National Institute on Aging

In Memoriam: Roger Salters (1939-2012)

Roger Salters, professor of engineering at the University of Denver, died last month at his home. He was 72 years old and had been suffering from prostate cancer.

Professor Salter was born in Switzer, South Carolina. The product of a military family, he joined the Air Force at age 17 and earned his high school diploma while in the service.

Dr. Salter was a graduate of Colorado State University. He earned a master’s degree in electrical engineering at Northeastern University in Boston and a Ph.D. from the University of New Mexico. Before coming to the University of Denver in 1987, he was employed by several defense contractors and had taught at the U.S. Air Force Academy in Colorado Springs.


Comments (4)

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  1. Yousef says:

    Dr. Salter, was briefly my professor for a year at DU. He was a mentor, a friend and an educator at heart. He always had a beautiful smile and a welcoming personality. You will be truly missed, even from a distance as far as Saudi Arabia.

    • Mahmoud says:

      Dr. Salters was my master’s thesis supervisor at DU in 2011. I had known him for two years.He was very kind man and helpful in the research . we worked on blood flow and brain cell region model for alzheimer’s disease. We got good results in our research and we published our work in IEEE 2011. Dr. Salters was great professor and I’ll never forget him.. he was the best prof and still in mind.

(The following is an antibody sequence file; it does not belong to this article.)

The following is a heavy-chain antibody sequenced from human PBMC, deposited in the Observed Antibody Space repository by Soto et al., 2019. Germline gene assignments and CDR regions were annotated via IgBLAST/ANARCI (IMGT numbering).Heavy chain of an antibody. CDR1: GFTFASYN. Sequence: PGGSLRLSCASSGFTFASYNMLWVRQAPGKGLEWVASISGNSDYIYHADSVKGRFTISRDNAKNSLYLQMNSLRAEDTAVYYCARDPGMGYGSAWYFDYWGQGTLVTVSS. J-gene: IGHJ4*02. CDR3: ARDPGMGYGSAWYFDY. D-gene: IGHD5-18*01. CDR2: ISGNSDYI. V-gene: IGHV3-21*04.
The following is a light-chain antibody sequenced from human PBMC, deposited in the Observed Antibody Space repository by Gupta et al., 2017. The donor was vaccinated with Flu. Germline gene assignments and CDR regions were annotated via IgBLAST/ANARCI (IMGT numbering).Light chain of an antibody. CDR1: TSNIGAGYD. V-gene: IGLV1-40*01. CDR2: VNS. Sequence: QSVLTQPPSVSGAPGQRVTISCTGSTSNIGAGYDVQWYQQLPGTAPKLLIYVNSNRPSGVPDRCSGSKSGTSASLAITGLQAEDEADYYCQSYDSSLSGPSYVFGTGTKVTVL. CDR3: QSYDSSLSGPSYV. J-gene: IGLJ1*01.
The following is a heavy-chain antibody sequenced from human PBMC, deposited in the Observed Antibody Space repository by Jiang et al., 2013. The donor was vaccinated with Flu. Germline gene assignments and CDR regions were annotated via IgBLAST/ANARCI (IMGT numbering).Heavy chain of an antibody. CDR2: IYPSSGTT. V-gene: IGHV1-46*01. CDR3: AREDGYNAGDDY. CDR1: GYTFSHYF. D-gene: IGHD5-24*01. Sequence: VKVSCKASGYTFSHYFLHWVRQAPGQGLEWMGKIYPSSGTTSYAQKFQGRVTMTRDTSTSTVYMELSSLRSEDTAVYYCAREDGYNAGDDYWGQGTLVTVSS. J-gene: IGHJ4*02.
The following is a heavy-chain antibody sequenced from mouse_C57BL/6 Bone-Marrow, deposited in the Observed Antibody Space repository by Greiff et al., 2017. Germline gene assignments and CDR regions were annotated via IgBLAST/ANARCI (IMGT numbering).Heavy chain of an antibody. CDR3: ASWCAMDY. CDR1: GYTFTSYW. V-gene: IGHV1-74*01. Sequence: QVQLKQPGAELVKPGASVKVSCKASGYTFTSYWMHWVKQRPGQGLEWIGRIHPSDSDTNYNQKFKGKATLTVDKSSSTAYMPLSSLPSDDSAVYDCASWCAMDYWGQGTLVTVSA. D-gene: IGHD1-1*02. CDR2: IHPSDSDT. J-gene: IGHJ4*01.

2. Sharlea McMurtry says:

    Dr. Salters was one of the first professors I met when I entered my freshman year at DU in 1987. He was a great mentor, teacher, and friend throughout my four years in engineering school at DU. I have been reflecting so much on the great staff at DU and the special professors, like Dr Salters, who helped me get through school and go on to do special things in my life and my career. I regret not staying closer and in touch!

  3. Robert Nawrocki says:

    I studied engineering @ DU. And Prof Salters was on my MS committee. I also took one class that he taught and TAd a couple of classes for him. He always had such a positive attitude. I always enjoyed talking to him. Once, when I was taking his class, I was ranting about why people were calling Obama black. My point was that he’s half-black-half-white (I suppose once any of your relatives is black, you’re automatically assigned to the black camp). Anyway, after I was finished with my rant, I turned around and Prof Salters was standing behind me laughing. I do miss talking to him.

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